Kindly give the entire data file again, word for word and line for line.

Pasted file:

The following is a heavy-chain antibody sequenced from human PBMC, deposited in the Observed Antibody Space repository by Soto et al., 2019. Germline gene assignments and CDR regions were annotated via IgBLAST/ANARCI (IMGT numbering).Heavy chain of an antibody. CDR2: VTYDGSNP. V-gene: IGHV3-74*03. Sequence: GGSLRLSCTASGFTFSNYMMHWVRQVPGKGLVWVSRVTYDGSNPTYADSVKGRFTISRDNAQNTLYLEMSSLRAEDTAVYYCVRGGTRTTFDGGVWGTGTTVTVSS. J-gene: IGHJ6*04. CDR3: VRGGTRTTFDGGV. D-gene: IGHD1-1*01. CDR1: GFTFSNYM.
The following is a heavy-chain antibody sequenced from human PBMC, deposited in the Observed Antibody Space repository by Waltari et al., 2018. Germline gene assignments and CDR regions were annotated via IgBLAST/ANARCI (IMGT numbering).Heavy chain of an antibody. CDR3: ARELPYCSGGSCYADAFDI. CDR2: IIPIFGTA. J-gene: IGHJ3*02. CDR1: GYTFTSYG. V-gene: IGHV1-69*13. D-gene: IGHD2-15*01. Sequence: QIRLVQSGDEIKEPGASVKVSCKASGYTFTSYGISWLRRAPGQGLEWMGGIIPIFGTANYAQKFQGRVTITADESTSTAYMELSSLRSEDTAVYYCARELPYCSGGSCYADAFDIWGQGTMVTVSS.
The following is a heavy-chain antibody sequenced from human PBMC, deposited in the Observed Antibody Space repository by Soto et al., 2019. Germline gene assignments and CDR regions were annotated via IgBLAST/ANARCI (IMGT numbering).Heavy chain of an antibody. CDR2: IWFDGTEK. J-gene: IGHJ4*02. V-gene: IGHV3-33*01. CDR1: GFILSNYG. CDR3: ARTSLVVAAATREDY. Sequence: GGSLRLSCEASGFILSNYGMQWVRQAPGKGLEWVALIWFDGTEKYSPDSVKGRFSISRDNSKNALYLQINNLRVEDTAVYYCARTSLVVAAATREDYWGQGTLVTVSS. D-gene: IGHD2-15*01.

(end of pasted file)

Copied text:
The following is a heavy-chain antibody sequenced from human PBMC, deposited in the Observed Antibody Space repository by Soto et al., 2019. Germline gene assignments and CDR regions were annotated via IgBLAST/ANARCI (IMGT numbering).Heavy chain of an antibody. CDR2: VTYDGSNP. V-gene: IGHV3-74*03. Sequence: GGSLRLSCTASGFTFSNYMMHWVRQVPGKGLVWVSRVTYDGSNPTYADSVKGRFTISRDNAQNTLYLEMSSLRAEDTAVYYCVRGGTRTTFDGGVWGTGTTVTVSS. J-gene: IGHJ6*04. CDR3: VRGGTRTTFDGGV. D-gene: IGHD1-1*01. CDR1: GFTFSNYM.
The following is a heavy-chain antibody sequenced from human PBMC, deposited in the Observed Antibody Space repository by Waltari et al., 2018. Germline gene assignments and CDR regions were annotated via IgBLAST/ANARCI (IMGT numbering).Heavy chain of an antibody. CDR3: ARELPYCSGGSCYADAFDI. CDR2: IIPIFGTA. J-gene: IGHJ3*02. CDR1: GYTFTSYG. V-gene: IGHV1-69*13. D-gene: IGHD2-15*01. Sequence: QIRLVQSGDEIKEPGASVKVSCKASGYTFTSYGISWLRRAPGQGLEWMGGIIPIFGTANYAQKFQGRVTITADESTSTAYMELSSLRSEDTAVYYCARELPYCSGGSCYADAFDIWGQGTMVTVSS.
The following is a heavy-chain antibody sequenced from human PBMC, deposited in the Observed Antibody Space repository by Soto et al., 2019. Germline gene assignments and CDR regions were annotated via IgBLAST/ANARCI (IMGT numbering).Heavy chain of an antibody. CDR2: IWFDGTEK. J-gene: IGHJ4*02. V-gene: IGHV3-33*01. CDR1: GFILSNYG. CDR3: ARTSLVVAAATREDY. Sequence: GGSLRLSCEASGFILSNYGMQWVRQAPGKGLEWVALIWFDGTEKYSPDSVKGRFSISRDNSKNALYLQINNLRVEDTAVYYCARTSLVVAAATREDYWGQGTLVTVSS. D-gene: IGHD2-15*01.